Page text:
I have always adored hosting friends and family for everything. Truly, it is my favorite thing. I've made a bit of a hobby out of collecting serving dishes, trays, platters, tea pots, cute dippers, special knives for cheese, as well as crystal glasses for every conceivable adult beverage.
That said, Thanksgiving has long been one of my two favorite days of the year (the other is our Christian version of Passover). I host the Thanksgiving dinner at my house annually -- or at least I have for the last ten years, or so, since we've lived in the House on the Hill. All the local family come, along with whatever random friends and acquaintances they bring. We've had people from Laos, people from Colombia, along with an interesting array of local yokels, and yesterday, a wonderful gentleman from China. The whole extended family has made a concerted effort to make sure everyone in our circles has a place to go. I try to make it fancy and festive, creating many family traditions, in hope of giving my kids some warm memories -- like using the same recipes and always having some child make a cranberry necklace for the turkey to be displayed in. After dinner, we hang out together while the tryptophan works its magic, and then play games. We often play into the wee hours.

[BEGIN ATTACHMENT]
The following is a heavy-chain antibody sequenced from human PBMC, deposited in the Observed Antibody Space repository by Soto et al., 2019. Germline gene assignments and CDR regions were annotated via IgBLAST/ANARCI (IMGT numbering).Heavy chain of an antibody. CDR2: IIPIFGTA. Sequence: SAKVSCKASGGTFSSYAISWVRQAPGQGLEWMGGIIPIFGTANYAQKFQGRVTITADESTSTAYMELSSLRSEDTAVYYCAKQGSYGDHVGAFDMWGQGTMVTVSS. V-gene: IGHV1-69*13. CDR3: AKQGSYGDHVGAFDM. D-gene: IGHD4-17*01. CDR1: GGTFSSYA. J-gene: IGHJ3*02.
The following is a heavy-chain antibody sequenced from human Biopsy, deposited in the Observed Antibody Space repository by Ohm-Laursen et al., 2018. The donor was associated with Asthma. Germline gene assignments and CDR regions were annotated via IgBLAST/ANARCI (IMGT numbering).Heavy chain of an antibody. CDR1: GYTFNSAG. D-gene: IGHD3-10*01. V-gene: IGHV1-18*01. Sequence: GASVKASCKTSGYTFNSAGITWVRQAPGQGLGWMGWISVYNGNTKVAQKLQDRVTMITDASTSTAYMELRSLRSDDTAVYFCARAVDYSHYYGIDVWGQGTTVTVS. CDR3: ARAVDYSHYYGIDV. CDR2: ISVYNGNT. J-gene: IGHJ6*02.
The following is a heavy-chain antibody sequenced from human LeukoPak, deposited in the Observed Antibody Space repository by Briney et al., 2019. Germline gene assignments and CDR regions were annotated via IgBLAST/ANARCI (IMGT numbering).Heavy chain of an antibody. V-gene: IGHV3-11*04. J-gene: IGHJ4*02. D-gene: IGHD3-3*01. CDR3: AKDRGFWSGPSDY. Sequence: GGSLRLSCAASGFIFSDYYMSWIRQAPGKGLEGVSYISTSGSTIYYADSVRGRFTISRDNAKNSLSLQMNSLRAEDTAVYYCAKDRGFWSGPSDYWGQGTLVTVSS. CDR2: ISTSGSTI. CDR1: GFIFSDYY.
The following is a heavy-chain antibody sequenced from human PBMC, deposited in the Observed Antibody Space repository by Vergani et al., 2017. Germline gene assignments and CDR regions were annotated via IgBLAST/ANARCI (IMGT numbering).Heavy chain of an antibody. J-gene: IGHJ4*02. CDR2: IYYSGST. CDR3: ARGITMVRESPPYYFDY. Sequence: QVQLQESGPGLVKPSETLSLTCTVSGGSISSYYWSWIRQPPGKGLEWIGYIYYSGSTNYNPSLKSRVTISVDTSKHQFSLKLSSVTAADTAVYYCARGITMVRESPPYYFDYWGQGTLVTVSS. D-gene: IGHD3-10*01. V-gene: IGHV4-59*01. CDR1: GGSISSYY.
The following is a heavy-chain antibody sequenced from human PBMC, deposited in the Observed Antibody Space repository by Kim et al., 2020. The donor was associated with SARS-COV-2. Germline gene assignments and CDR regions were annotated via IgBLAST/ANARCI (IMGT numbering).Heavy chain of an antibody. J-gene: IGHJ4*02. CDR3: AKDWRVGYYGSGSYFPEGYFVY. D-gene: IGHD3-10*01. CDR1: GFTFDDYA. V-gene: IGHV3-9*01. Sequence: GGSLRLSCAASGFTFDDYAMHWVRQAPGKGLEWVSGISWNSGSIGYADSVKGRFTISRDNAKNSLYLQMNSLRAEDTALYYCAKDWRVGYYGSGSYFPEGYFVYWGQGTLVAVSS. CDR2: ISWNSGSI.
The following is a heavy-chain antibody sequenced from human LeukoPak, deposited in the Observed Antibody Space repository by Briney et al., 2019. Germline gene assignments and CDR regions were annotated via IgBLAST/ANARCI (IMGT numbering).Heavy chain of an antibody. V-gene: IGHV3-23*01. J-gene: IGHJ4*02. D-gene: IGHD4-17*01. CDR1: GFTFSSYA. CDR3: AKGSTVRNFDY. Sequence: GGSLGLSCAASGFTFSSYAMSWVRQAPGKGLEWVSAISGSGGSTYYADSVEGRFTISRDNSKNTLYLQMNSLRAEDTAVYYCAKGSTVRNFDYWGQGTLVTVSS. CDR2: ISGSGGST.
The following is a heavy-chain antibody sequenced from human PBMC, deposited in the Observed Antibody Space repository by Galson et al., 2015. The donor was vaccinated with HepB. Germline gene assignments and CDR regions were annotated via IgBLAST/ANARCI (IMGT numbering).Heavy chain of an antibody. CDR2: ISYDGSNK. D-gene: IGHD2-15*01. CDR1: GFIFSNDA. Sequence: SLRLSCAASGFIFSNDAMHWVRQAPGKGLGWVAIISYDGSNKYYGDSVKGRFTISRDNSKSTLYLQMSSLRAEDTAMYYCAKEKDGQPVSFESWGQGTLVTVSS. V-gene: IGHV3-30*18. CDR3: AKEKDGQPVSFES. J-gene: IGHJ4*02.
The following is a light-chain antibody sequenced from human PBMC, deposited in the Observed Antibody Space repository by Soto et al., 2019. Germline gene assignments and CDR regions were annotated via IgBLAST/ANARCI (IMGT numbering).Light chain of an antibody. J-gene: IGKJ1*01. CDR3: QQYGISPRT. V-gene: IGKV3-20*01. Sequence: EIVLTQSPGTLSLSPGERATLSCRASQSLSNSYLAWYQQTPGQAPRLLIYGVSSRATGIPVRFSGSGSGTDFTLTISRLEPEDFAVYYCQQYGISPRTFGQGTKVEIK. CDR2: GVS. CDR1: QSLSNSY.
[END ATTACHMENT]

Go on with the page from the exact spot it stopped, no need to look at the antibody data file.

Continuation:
All that said, we are not the family Norman Rockwell would have painted at Thanksgiving!
To me, the process of delousing and expunging has always been well worth it when the first guests arrive and ooh and ahh at my lovely, cat-hair-free tablecloths and settings. But, as I approach the half-century point, I'm realizing that what makes me happy just doesn't do a thing for all the men-folk around me. Cranking at one another is not how anyone wants or needs to spend the morning of Thanksgiving. That time should be preserved for Twilight Zone re-runs on Netflix, or the Macy's Thanksgiving Day Parade on HGTV. Why, you ask, did this take me 21+ years of marriage and 18 years of parenting to learn? Well, I guess I should change my name to the Queen of Denial on the Hill.
So, with some mixed feelings, I have declared yesterday my last to host Thanksgiving. At least for a few years. The next year will bring many transitions for my family, as we shuffle some of the details of our lives in hopes of bringing more simplicity, more sustainability, and more peace.